Snow At Field’s Edge

Snow dresses-up the landscape beautifully and winter is a good time to take a fresh look at familiar places. After a nice snow I loaded my camera gear and went for a drive along the back roads of rural Illinois to do just that.

I drove to familiar locations where I had never stopped to photograph near my old hometown of Vandalia. During those previous drives I saw little that excited me photographically. That’s not to say that nothing deserved to be photographed but rather that I didn’t see it. Like most photographers, however, my eye has developed since the early days and I thought those locations deserved another look.

With a fresh eye and fresh snow on the ground, the old locations looked visually exciting. I stopped every half hour or so to photograph a scene where I had never stopped before. Even a barren field with grass and brush at its edge looked good. The black and white photograph discussed today was made on that winter drive in Illinois.


The side lighting looked appealing so I stopped the car to scan the scene with my viewing frame to locate a promising composition. I liked the dark, woody brush and nearby bright snow reflections in today’s photograph. The combination of dark brush and bright reflections on snow provided substantial contrast within the scene.

One of my general guidelines is to compose scenes in a way that helps keep viewer’s eyes within the image and this is usually aided by locating the area of greatest contrast near the image center. Consequently, I placed the dark brush and bright snow reflections near the center of the composition.

I mounted a slightly long lens of 210 mm (the focal length of a “normal” lens for a 4inch x 5inch camera is 150mm) on my 4inch x 5inch camera. The light and weather were stable so I took my time to carefully compose the photograph.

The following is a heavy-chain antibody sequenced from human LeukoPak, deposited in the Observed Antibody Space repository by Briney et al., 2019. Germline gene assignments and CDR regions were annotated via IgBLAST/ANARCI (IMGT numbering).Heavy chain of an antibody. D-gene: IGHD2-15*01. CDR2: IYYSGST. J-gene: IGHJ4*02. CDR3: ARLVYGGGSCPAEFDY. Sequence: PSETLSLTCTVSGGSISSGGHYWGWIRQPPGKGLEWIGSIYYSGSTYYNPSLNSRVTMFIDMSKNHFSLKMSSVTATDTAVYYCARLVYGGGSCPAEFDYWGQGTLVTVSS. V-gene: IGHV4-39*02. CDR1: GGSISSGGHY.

It was unnecessary to consider using a color contrast filter because the scene was nearly monochromatic and a color filter would have little affect on the tones of black & white film.

A 1 degree spot meter was used to acquire a few light readings. With regard to choosing an exposure for the scene, the most critical part of the scene was the brightest sunlit snow and the next most important part was the dark brush. I placed the largest brush stems on Zones II-III (very dark with little detail – dark with good detail) and bright sunlit snow fell appropriately on Zone VII (bright with good detail). Those tones were good since little blocking would be present on the film in either the dark brush or bright snow. Consequently, normal (N) development was specified for the film.

A light wind was blowing but the scene was quite bright so I was able to select a relatively fast (for me) shutter speed of 1/60 sec to prevent image blur. That shutter speed required an f-stop of f/45 which provided plenty of depth-of-field for the image. One sheet of Tri-X black & white film was exposed and I packed up my gear and moved along.


The 4inch x 5inch black & white film was drum-scanned at my usual resolution of 5,000 ppi and 16-bit pixel depth to obtain a black & white digital image of nearly one GB in size. The image obtained from the scanner is shown below.

Two overall objectives for image editing were identified. First, it was important to develop crispness and brightness in areas of sunlit snow without developing a feeling of dirtiness in shadowed areas of snow. Second, I wanted the large stems of brush to feel strong but exhibit plenty of texture.

The scanned image looked close to what I had envisioned at the scene and it was nice to know that my choices for exposure and film development were good. Starting the editing process with a well exposed and developed photograph was especially important for this image because snow is not easy to handle, especially in prints. I expected that subtle tonal adjustments would be necessary and lots of test prints would likely be needed.